Are you getting ready to interview for a new accounting, finance or IT position? Impress the hiring company with solid questions.
If you’re in the job hunt for whatever reason — you’re currently employed and you want to make a career change, or you’re out of work and are looking for a new opportunity — once you get to the interview process with a company, you’re one step ahead of many other job seekers. Applying for a job is time consuming, and at times frustrating, so you should really consider getting an interview as your first “win.” Then, being prepared and successfully making it through the interview process should be your next goal to achieve.
While accounting, finance and IT professional are in demand these days, you cannot assume you’ll get the job just because your qualifications match the job description. There are numerous factors that go into getting chosen for the role including culture match, past experience, and most importantly, your performance in the interviews.
Everywhere you look these days you can find tips for perfecting an accounting, finance or IT interview such as recommendations on: What to wear, how to act, and how to respond to canned questions. However, often times, we see candidates fumble most when the tables are turned, and they have to be the ones asking questions to the interviewers.
Don’t let that part of the interview cost you the job.
Here are four questions we think you should ask in your next accounting, finance or IT job interview that will help you stand out among your peers vying for the same role:
1. What are the functions of the role that I would need to be proficient in before I start?
- Besides the broad and general aspects of your potential new role, it’s important to know job-specific details. You should know what the expectations are from you — in your respective level of proficiency — from Day One. Whichever technical aspects you think are important to know ahead of time, you should be sure to ask them during the interview process.
2. Research ahead of time the hiring company’s “brag me” section on their website and ask: How did the company come to accomplishing that? What impact does that have on this role?
- Showing that you’ve done research about your potential employer ahead of your interview foreshadows dedication and commitment to them and to your career. Besides just relaying what you read on their website, asking about their journey to their successes and how that has impacted their employees is a smart way to gain more information about the company. It also shows that you’re resourceful and motivated to go about getting information in clever ways.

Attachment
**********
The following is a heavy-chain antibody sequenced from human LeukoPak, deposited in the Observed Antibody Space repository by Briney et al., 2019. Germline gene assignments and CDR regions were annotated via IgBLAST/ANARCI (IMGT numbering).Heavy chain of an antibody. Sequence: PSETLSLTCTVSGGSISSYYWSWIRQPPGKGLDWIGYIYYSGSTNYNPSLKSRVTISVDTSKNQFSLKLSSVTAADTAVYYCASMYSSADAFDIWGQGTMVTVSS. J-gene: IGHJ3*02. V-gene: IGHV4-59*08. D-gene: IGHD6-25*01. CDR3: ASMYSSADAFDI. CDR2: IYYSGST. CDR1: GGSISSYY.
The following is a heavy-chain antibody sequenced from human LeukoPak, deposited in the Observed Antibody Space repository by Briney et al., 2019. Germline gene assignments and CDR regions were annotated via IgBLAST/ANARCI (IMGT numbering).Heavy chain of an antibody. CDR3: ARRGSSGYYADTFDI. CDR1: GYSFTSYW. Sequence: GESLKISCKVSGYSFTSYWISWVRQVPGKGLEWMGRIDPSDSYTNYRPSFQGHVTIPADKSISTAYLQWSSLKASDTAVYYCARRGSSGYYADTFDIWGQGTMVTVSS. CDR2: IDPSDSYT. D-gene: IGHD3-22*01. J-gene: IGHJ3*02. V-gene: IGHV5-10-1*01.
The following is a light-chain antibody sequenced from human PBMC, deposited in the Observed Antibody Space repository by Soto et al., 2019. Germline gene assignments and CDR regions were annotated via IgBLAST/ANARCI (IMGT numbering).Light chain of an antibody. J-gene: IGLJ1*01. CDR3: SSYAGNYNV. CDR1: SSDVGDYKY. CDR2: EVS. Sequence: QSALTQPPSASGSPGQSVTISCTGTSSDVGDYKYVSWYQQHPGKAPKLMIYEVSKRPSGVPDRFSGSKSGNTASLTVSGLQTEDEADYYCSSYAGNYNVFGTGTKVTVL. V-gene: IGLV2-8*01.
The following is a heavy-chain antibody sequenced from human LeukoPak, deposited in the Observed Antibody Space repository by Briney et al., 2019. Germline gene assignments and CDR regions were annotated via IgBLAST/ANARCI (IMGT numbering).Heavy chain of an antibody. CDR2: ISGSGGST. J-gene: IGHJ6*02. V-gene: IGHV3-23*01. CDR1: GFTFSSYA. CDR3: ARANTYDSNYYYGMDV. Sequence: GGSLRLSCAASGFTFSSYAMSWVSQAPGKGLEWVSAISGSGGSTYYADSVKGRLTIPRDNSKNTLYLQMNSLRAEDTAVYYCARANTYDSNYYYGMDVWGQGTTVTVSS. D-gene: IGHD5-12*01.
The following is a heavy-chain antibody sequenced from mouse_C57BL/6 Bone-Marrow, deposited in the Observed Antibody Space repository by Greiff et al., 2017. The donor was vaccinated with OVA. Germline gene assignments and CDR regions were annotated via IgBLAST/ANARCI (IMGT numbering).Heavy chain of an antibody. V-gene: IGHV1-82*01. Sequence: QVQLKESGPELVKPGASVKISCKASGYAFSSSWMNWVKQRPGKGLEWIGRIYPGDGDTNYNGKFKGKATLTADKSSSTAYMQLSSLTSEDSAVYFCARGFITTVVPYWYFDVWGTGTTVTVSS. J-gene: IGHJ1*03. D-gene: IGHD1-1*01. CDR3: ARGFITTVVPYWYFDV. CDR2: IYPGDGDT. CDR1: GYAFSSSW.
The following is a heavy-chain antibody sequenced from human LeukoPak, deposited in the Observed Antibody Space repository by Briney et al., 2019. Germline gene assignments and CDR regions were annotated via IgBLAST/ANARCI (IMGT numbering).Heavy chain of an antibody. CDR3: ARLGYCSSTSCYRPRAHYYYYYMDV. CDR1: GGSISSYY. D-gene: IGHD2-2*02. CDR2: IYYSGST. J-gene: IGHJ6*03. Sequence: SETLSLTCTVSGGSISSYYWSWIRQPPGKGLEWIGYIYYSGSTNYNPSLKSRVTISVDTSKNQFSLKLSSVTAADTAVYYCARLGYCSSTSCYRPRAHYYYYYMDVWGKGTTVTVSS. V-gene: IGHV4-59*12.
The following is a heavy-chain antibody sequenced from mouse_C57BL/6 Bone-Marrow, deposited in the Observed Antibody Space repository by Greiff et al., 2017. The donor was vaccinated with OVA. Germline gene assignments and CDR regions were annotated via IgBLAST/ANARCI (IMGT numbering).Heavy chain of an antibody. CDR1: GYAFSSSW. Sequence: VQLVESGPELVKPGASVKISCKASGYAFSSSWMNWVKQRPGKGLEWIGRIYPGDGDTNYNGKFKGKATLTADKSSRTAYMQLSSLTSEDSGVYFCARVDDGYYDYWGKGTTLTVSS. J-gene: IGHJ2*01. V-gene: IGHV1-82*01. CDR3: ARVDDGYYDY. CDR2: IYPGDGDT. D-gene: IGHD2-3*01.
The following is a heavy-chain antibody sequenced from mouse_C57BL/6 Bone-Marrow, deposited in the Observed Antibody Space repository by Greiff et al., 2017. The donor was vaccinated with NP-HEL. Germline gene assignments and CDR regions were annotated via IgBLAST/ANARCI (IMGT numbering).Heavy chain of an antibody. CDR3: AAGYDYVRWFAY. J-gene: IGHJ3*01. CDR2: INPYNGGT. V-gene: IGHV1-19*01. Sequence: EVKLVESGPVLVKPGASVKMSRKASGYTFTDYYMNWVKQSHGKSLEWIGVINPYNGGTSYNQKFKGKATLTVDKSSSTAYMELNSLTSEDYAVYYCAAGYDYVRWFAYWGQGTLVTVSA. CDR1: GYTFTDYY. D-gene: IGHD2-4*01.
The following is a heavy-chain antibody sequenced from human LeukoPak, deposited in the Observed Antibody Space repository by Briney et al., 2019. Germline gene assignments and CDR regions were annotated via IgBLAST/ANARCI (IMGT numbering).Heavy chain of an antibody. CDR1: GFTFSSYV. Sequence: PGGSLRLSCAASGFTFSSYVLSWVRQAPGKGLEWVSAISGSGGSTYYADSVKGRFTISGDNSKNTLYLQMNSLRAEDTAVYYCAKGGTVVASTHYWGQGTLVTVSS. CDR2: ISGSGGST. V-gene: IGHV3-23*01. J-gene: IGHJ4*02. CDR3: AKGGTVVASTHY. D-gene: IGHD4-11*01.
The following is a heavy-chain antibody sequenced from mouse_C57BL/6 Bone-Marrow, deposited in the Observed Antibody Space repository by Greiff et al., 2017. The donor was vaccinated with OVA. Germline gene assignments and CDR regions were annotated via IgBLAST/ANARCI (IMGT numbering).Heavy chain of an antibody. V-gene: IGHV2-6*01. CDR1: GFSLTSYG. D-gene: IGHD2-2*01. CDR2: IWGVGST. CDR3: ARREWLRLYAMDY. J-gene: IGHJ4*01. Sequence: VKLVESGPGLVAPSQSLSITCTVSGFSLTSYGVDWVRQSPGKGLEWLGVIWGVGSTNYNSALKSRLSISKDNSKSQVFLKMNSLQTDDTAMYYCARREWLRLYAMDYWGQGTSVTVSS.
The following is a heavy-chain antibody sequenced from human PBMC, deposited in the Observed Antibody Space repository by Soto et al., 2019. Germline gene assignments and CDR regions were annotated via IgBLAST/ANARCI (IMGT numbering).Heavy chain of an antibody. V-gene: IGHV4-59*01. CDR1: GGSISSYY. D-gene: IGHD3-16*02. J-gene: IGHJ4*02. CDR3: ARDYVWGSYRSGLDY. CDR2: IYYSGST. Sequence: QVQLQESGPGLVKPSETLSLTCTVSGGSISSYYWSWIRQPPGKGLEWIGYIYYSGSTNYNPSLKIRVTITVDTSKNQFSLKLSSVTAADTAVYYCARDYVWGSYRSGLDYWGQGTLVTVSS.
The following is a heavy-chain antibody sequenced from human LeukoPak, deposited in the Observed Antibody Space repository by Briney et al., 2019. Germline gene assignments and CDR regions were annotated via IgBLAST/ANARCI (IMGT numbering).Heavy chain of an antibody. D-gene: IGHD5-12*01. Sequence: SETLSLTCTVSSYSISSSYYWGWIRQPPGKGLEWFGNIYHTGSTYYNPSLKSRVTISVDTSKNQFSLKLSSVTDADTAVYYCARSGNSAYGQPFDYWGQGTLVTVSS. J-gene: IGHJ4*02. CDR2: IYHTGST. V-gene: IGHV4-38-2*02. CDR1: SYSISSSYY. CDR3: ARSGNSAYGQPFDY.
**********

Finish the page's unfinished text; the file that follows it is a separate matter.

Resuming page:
3. Why would a candidate want this role and want to work here?
- The perfect person to ask about the experience of working at the company is the person or people interviewing you. They’re obviously in a role to make a decision or at least have an opinion in the process. This means, they’re privy to information about the company culture, values and the overall operations of the company. You’ll most likely get the insight you’ll want and need to make a decision if and when you get a job offer.
4. Your Closing Question: Do you have any questions or concerns about hiring me for this role and company?
- This should be your last and final question to the interviewer(s). Sometimes an interviewer may be thinking or assuming something about your background without coming right out and saying it. If you’re straight forward and directly ask them if you’re lacking in any capacity for the role, they may be more inclined to express their concerns (if any) when they’re prompted. Be prepared to respond to their questions or concerns with examples of how you overcame other shortcomings in your previous roles. Also, be sure to clarify any inaccurate impressions they may have about you or your skills.
Remember, one way to really shine during a job interview is by not only answering the questions to the best of your ability, but also asking appropriate questions in return.
What are some other questions that are important to ask during the interview process? Comment below and let us know!